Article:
The U.S. government tried another temporary tax change in 1975. Because of the recession that followed the Oil Petroleum Exporting Countries (OPEC) crisis, the U.S. government returned to taxpayers some of the taxes already paid in 1974 and reduced income-tax rates for the balance of 1975. Once again, the public realized that this tax break was temporary, and so it had little effect on households’ expectations about their long-run average income. Not surprisingly, households saved a large part of their tax rebates instead of spending them.

In the next episode, President Ronald Reagan introduced a series of tax cuts in the 1981–1984 period, reducing personal income-tax rates by about 23 percent. Households knew that Reagan had campaigned on a promise of smaller government, so the tax cuts were interpreted as likely to be permanent. As a result, these tax cuts did stimulate consumption spending significantly. Finally, in 2008, President George W. Bush enacted a tax rebate which was explicitly designed to be a temporary response to the recession. The estimates showed that 80 percent of these tax rebates were saved—an outcome very close to the predictions of the permanent income hypothesis.


Another American initiative during the 2009 recession was the Car Allowance Rebate System (CARS), the official name for the cash-for-clunkers program. If households traded in their old car and bought one of a specified list of new environmentally friendly cars—within a relatively short period of time—they received a significant government subsidy toward the new purchase. This program was essentially a temporary sales tax cut for new car purchases. As explained below, this initiative does receive support from the permanent income hypothesis, and the evidence showed that households significantly changed the timing of their car-replacement purchases—bringing them forward in time so that these purchases lessened the magnitude of the recession. But because the program only changed the timing of spending that was likely to take place anyway, it was not a successful initiative for saving the automobile industry or for fundamentally affecting the environment. However, despite contributing very little to these long-term objectives, the program was a success with respect to its short-term objective of providing a stabilization policy during a recession.

How have Canadian authorities responded to these U.S. policy experiments? In the 1978 federal budget, the Canadian government tried to stimulate spending with a general sales-tax cut instead of an income-tax cut. A sales tax does not affect consumption only by raising or lowering households’ estimates of their permanent income. Instead, a temporary sales-tax cut lowers the price of buying goods now, compared to the price in the future. Indeed, the more temporary a sales-tax change is, the more effective it is in changing the timing of people’s spending.4 Thus, sales taxes represent a much more reliable intrument for accomplishing stabilization policy. After all, the whole point of stabilization is to introduce a series of temporary stimuli to aggregate demand.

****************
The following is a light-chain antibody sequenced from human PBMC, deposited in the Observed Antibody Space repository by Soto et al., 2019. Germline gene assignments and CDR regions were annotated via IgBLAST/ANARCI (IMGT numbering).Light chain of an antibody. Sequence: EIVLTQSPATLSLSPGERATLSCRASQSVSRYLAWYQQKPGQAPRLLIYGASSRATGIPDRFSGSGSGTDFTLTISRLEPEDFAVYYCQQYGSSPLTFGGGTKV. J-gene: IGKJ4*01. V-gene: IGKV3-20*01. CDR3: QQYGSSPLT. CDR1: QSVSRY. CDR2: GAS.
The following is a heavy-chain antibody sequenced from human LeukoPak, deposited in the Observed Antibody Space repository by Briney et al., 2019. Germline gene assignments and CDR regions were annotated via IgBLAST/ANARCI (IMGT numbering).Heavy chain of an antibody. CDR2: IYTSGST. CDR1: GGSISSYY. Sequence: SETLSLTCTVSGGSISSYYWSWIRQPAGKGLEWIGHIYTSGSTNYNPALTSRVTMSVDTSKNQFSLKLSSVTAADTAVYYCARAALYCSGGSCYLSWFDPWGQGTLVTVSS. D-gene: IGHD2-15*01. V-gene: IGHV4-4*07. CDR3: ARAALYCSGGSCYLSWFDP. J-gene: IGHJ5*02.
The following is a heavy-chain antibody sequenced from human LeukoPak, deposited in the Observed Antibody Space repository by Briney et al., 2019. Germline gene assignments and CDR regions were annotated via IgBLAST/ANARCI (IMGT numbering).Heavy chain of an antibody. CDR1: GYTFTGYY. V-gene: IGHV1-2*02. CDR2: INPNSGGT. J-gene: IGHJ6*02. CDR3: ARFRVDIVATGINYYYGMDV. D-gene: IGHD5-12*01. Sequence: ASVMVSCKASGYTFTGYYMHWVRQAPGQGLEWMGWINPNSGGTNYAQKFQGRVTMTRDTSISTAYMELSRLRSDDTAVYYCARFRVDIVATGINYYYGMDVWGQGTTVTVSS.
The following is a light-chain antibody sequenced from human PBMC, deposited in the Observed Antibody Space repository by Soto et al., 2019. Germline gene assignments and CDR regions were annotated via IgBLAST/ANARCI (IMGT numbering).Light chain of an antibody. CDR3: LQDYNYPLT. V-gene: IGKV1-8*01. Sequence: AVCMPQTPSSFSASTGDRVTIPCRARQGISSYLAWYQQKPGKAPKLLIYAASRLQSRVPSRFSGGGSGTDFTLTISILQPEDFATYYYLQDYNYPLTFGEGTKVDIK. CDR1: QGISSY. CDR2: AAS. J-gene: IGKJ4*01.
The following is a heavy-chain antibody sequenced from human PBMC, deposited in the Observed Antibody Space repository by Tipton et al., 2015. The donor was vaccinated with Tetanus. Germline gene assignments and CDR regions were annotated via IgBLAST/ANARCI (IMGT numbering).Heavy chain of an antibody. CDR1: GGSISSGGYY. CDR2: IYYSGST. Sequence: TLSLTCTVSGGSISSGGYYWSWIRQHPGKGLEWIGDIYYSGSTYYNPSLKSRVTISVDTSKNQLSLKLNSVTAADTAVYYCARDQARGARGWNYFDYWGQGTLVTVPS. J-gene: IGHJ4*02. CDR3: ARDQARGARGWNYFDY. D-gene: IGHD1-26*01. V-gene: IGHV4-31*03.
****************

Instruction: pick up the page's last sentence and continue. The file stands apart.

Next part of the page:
Unfortunately, until the GST was introduced in 1991, the federal government did not have a retail sales tax with which to implement stabilization policy. The 1978 budget tried to overcome this problem by having the federal government transfer some of its share of the personal income-tax revenue to the provinces in exchange for the provinces agreeing to lower provincial sales-tax rates for a specified time period. Even though an agreement was reached “behind closed doors,” the Quebec government refused to cooperate after the federal budget was made public. Quebec officials claimed that they must resist Ottawa’s meddling in provincial affairs. Unfortunately, the political wrangling that ensued left the federal government uninterested in pursuing agreements of this sort again.

By 1991 the federal government had the GST, which gave the government a more predictable and powerful lever to use in attempts to adjust consumer expenditures for stabilization policy purposes. However, the GST has been very unpopular, and the government has tried to avoid drawing any attention to it by not using it as an instrument for short-run stabilization policy.


The Conservative government of Stephen Harper—a leader who has an MA degree in economics—has conducted sales-tax policy in a way that is inconsistent with the permanent income hypothesis. In their first two years in office, the Conservatives cut the GST from 7 percent to 5 percent on a permanent basis, and (as we learned in Chapters 7 and 8) this is likely to lower economic growth compared to what would have emerged had they cut personal income taxes permanently instead. Then, in their 2009 budget, when they needed a timely stimulus package, the Conservatives thought that they had no room left to offer a temporary GST cut. This is unfortunate, since this is just what would have been most helpful during the recession. The government chose to focus on the GST when such an initiative was not supported by the permanent income hypothesis, and to ignore the GST when changing it was recommended.

The fact that personal income-tax changes have significant effects on consumer spending only when those changes are expected to be permanent is a dramatic illustration of the importance of the Lucas critique (which we discussed in Chapter 15). As explained there, the prominent economist Robert Lucas has emphasized that predictions of policy impact are quite inaccurate if economists do not focus on how policy affects expectations. The permanent-income hypothesis is a convenient way of organizing our analysis so that the Lucas critique is respected.

The permanent-income hypothesis has received support from numerous episodes other than government fiscal policies. For example, the dramatic stock market crash of 1987 was widely viewed as transitory, and (as the theory predicts) that event had little effect on consumer spending. image